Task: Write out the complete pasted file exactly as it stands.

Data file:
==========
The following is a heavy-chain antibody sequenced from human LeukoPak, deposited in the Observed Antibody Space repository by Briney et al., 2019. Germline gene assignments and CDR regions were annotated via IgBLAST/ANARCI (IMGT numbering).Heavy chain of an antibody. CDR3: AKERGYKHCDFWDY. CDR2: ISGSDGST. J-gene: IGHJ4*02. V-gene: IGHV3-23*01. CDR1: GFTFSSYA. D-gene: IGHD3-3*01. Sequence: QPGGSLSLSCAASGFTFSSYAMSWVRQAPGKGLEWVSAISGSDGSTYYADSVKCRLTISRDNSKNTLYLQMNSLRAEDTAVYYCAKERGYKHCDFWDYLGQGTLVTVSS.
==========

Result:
The following is a heavy-chain antibody sequenced from human LeukoPak, deposited in the Observed Antibody Space repository by Briney et al., 2019. Germline gene assignments and CDR regions were annotated via IgBLAST/ANARCI (IMGT numbering).Heavy chain of an antibody. CDR3: AKERGYKHCDFWDY. CDR2: ISGSDGST. J-gene: IGHJ4*02. V-gene: IGHV3-23*01. CDR1: GFTFSSYA. D-gene: IGHD3-3*01. Sequence: QPGGSLSLSCAASGFTFSSYAMSWVRQAPGKGLEWVSAISGSDGSTYYADSVKCRLTISRDNSKNTLYLQMNSLRAEDTAVYYCAKERGYKHCDFWDYLGQGTLVTVSS.